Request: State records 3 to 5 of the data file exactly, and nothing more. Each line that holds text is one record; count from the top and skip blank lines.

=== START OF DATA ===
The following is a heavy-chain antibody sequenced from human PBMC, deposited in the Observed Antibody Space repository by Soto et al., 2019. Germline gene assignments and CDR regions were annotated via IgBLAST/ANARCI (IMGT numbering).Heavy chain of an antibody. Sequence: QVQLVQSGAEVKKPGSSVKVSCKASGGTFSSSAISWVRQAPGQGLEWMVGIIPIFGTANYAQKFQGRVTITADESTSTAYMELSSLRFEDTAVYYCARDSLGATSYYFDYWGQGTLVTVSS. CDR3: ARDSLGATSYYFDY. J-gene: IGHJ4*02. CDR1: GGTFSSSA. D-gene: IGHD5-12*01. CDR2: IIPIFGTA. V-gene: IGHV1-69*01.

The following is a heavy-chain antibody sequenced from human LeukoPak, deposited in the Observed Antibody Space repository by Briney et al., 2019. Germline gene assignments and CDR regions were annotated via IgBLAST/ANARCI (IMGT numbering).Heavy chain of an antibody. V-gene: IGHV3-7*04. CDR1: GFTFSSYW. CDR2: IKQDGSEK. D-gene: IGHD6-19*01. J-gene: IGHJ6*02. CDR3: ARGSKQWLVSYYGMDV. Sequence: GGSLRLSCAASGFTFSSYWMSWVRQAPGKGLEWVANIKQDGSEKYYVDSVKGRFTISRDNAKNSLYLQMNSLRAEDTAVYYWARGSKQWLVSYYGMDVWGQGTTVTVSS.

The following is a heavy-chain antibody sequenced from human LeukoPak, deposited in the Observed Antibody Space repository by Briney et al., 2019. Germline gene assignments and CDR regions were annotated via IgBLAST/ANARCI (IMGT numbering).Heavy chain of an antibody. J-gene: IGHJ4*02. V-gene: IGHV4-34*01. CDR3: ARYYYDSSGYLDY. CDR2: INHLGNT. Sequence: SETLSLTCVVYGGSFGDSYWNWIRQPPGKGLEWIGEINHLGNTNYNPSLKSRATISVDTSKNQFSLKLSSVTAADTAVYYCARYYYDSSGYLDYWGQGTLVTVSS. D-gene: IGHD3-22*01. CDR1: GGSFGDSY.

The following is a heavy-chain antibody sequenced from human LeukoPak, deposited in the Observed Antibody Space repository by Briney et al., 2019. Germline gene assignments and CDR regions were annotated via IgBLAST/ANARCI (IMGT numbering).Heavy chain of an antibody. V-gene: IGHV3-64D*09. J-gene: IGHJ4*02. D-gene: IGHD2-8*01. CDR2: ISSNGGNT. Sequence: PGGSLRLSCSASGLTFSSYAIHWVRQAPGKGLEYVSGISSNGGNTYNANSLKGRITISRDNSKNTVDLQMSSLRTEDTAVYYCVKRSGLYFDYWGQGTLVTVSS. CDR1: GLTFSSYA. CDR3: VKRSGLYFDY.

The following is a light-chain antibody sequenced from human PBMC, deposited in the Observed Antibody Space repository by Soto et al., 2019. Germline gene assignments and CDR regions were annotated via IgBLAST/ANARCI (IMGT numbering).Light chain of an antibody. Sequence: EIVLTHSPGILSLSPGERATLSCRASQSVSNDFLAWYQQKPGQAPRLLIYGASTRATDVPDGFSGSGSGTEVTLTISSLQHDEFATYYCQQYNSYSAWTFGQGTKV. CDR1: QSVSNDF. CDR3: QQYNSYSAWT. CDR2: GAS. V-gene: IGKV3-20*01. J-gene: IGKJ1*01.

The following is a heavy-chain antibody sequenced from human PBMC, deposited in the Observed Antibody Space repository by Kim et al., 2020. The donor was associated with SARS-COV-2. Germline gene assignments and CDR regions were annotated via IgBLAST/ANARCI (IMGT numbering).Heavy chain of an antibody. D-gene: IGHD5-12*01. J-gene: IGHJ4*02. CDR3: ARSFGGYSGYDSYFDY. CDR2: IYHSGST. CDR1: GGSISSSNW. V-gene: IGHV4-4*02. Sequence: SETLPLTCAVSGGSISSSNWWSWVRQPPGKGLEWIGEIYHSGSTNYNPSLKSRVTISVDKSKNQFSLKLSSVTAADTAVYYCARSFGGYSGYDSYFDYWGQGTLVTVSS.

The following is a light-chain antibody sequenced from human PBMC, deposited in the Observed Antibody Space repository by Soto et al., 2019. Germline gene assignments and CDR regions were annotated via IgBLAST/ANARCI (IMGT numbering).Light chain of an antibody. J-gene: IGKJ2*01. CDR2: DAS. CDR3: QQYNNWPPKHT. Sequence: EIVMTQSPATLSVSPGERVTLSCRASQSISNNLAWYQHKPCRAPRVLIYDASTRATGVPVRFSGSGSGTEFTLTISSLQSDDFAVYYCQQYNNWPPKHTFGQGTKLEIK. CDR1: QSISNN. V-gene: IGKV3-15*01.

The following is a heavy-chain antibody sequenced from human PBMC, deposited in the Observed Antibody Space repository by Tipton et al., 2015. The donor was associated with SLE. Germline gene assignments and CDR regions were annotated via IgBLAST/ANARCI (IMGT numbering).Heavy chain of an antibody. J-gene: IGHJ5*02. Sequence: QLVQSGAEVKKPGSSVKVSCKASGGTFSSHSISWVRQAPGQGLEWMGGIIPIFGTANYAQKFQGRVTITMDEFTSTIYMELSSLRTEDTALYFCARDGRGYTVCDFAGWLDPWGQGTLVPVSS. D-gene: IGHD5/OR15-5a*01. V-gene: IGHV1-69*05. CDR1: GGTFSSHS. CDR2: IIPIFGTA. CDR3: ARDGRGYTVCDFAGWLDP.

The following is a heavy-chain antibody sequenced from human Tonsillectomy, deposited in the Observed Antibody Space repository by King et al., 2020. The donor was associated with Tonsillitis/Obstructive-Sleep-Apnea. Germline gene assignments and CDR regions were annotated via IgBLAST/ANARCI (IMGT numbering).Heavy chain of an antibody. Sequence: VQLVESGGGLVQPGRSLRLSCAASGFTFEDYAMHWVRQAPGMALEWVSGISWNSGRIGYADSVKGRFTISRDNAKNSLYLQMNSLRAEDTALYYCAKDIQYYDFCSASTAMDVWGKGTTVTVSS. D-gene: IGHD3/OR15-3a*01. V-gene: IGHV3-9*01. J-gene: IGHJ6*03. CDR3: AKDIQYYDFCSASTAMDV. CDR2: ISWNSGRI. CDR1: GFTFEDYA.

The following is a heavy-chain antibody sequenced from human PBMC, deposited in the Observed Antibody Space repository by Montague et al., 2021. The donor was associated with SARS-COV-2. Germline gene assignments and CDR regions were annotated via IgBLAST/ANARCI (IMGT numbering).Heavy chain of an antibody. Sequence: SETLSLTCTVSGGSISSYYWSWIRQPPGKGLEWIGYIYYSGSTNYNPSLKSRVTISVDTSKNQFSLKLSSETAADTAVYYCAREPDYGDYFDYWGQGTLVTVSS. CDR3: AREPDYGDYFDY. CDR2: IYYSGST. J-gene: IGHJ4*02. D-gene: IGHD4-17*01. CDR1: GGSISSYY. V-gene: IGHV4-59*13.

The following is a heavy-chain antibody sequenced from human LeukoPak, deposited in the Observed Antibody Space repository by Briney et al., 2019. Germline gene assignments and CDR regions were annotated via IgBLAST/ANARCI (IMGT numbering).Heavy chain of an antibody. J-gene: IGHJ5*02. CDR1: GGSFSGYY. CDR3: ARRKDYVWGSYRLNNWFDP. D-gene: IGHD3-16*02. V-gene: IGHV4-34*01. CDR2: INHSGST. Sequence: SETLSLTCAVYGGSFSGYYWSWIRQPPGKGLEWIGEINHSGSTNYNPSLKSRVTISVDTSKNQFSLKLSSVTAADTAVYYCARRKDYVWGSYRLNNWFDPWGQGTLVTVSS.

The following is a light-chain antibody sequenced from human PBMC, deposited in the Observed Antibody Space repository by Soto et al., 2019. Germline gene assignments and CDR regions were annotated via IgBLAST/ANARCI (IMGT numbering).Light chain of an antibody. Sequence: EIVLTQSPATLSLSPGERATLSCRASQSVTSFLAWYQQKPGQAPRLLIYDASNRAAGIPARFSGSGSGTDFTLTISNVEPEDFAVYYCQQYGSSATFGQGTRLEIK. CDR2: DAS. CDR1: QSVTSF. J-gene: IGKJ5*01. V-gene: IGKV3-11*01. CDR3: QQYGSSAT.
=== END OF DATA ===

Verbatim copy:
The following is a heavy-chain antibody sequenced from human LeukoPak, deposited in the Observed Antibody Space repository by Briney et al., 2019. Germline gene assignments and CDR regions were annotated via IgBLAST/ANARCI (IMGT numbering).Heavy chain of an antibody. J-gene: IGHJ4*02. V-gene: IGHV4-34*01. CDR3: ARYYYDSSGYLDY. CDR2: INHLGNT. Sequence: SETLSLTCVVYGGSFGDSYWNWIRQPPGKGLEWIGEINHLGNTNYNPSLKSRATISVDTSKNQFSLKLSSVTAADTAVYYCARYYYDSSGYLDYWGQGTLVTVSS. D-gene: IGHD3-22*01. CDR1: GGSFGDSY.

The following is a heavy-chain antibody sequenced from human LeukoPak, deposited in the Observed Antibody Space repository by Briney et al., 2019. Germline gene assignments and CDR regions were annotated via IgBLAST/ANARCI (IMGT numbering).Heavy chain of an antibody. V-gene: IGHV3-64D*09. J-gene: IGHJ4*02. D-gene: IGHD2-8*01. CDR2: ISSNGGNT. Sequence: PGGSLRLSCSASGLTFSSYAIHWVRQAPGKGLEYVSGISSNGGNTYNANSLKGRITISRDNSKNTVDLQMSSLRTEDTAVYYCVKRSGLYFDYWGQGTLVTVSS. CDR1: GLTFSSYA. CDR3: VKRSGLYFDY.

The following is a light-chain antibody sequenced from human PBMC, deposited in the Observed Antibody Space repository by Soto et al., 2019. Germline gene assignments and CDR regions were annotated via IgBLAST/ANARCI (IMGT numbering).Light chain of an antibody. Sequence: EIVLTHSPGILSLSPGERATLSCRASQSVSNDFLAWYQQKPGQAPRLLIYGASTRATDVPDGFSGSGSGTEVTLTISSLQHDEFATYYCQQYNSYSAWTFGQGTKV. CDR1: QSVSNDF. CDR3: QQYNSYSAWT. CDR2: GAS. V-gene: IGKV3-20*01. J-gene: IGKJ1*01.